William Holman Hunt’s Isabella/The Pot of Basil (via Wikipedia)

The PRB were the poets and social commentators of their Victorian epoch and just as Shakespeare used ancient references to comment on his Elizabethan times, the PRB referenced a medieval age of innocence and courtly love to counterbalance what they saw as the ills of the industrial revolution that turned men to machine-bound slaves. Speaking to their Victorian era by incorporating universal themes and well referenced narrative sources from the profound, mostly English literary tradition, themes appear from Shakespeare’s “Hamlet,” “Measure For Measure” and “The Tempest;” while Dante’s “Divine Comedy” is revisited by his namesake Dante Gabriel Rossetti. An especially provocative theme from Boccaccio’s “Decameron,” revisited by the poet John Keats is the source of inspiration for the painters: John Everett Millais’s Isabella and Lorenzo (not included in the exhibition), and later, William Holman Hunt’s Isabella/The Pot of Basil, one of the finest paintings in the exhibit. These are not only beautiful paintings to look upon, but they possess layers of literary narrative to contemplate while one is drawn into the painting’s pure aesthetic beauty containing clean lines, saturated color, soft light and careful articulation of the interior space that is not only physical but cerebral and emotional. The most famous work in the exhibition, Millais’s Ophelia is based on Shakespeare’s ill-fated lover who was cast away by Hamlet and in her melancholic state, helplessly succumbs to drowning in a shallow stream. Shakespeare never showed the death of Ophelia in his theatrical staging of “Hamlet” but the artistic license and poetic interpretation taken by Millais, is reverential, referential, poetic and visually masterful while on par with the great bard himself.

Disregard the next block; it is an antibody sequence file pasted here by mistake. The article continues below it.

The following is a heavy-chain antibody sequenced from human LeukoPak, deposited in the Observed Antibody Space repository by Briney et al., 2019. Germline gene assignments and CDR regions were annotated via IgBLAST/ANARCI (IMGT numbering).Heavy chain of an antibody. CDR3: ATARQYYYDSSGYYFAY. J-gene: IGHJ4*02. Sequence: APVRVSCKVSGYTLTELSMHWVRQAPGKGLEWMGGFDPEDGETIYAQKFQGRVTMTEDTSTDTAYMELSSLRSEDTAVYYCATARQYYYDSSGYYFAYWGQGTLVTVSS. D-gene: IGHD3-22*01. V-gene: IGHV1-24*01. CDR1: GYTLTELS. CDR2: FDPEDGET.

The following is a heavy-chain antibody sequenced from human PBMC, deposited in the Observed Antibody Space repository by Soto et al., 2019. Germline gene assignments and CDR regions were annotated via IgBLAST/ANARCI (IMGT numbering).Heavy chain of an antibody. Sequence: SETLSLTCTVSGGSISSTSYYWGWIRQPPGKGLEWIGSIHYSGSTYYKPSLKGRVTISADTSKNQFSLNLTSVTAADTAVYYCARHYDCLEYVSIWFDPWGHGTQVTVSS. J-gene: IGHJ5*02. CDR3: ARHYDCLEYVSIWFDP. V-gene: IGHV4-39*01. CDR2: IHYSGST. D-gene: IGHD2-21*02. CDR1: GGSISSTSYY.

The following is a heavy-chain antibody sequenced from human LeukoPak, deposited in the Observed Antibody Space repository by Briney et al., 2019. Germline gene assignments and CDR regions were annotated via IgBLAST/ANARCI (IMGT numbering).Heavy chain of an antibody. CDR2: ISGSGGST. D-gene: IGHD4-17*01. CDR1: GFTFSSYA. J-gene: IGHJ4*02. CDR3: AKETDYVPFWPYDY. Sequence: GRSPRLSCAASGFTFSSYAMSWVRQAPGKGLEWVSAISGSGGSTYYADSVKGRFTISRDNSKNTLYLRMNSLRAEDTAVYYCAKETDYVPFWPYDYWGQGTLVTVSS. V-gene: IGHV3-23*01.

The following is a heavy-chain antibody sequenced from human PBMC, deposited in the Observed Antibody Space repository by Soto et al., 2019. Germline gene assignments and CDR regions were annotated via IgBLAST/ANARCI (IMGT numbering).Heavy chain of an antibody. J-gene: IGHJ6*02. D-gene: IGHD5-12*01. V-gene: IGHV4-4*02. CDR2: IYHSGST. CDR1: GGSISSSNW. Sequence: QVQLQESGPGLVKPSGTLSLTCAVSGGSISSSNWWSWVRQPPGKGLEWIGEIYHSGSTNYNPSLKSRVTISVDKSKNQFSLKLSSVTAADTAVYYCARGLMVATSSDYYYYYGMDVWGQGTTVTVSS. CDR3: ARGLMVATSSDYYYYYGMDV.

The NYTimes review reads like something encouragingly written fifty years ago for Horst Woldemar Janson’s art survey class (aside from the Thomas Kinkade reference.) While today’s art has returned to some traditional roots of formal image making, you would never know that by reading the NYTimes article. Art today has welcomed back painting, reintroduced the narrative and the human figure and what went out of vogue in the early 20th century with modernism’s arrival, has returned in full force. So many banished 19th century paintings have been taken out of purgatorial museum storage vaults and we can once again appreciate Millais, Hunt and Rossetti, but now hung in the same museums as Manet, Cezanne and Van Gogh. There is no need to compare the PRB to Manet, Cezanne and Van Gogh and certainly not appropriate to interpret them using the same visual criteria. John Ruskin wrote meaningful essays about Pre-Raphaelite art as early as 1850.